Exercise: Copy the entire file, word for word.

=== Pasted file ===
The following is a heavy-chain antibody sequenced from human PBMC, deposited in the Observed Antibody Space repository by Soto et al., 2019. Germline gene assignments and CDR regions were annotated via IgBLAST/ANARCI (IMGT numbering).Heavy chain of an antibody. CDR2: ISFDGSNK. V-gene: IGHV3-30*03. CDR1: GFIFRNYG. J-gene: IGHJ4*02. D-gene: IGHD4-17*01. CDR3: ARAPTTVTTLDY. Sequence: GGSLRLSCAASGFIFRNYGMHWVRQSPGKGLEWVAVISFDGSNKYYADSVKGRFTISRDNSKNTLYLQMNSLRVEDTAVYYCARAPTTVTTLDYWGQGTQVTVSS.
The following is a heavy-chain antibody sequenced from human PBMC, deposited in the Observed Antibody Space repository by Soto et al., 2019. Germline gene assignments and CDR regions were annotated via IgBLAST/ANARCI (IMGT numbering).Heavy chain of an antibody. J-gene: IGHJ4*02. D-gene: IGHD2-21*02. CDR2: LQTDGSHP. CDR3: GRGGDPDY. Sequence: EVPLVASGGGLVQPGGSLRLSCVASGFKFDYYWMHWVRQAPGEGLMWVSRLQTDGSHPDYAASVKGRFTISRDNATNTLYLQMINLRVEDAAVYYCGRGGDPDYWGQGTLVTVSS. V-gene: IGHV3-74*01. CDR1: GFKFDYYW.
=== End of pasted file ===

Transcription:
The following is a heavy-chain antibody sequenced from human PBMC, deposited in the Observed Antibody Space repository by Soto et al., 2019. Germline gene assignments and CDR regions were annotated via IgBLAST/ANARCI (IMGT numbering).Heavy chain of an antibody. CDR2: ISFDGSNK. V-gene: IGHV3-30*03. CDR1: GFIFRNYG. J-gene: IGHJ4*02. D-gene: IGHD4-17*01. CDR3: ARAPTTVTTLDY. Sequence: GGSLRLSCAASGFIFRNYGMHWVRQSPGKGLEWVAVISFDGSNKYYADSVKGRFTISRDNSKNTLYLQMNSLRVEDTAVYYCARAPTTVTTLDYWGQGTQVTVSS.
The following is a heavy-chain antibody sequenced from human PBMC, deposited in the Observed Antibody Space repository by Soto et al., 2019. Germline gene assignments and CDR regions were annotated via IgBLAST/ANARCI (IMGT numbering).Heavy chain of an antibody. J-gene: IGHJ4*02. D-gene: IGHD2-21*02. CDR2: LQTDGSHP. CDR3: GRGGDPDY. Sequence: EVPLVASGGGLVQPGGSLRLSCVASGFKFDYYWMHWVRQAPGEGLMWVSRLQTDGSHPDYAASVKGRFTISRDNATNTLYLQMINLRVEDAAVYYCGRGGDPDYWGQGTLVTVSS. V-gene: IGHV3-74*01. CDR1: GFKFDYYW.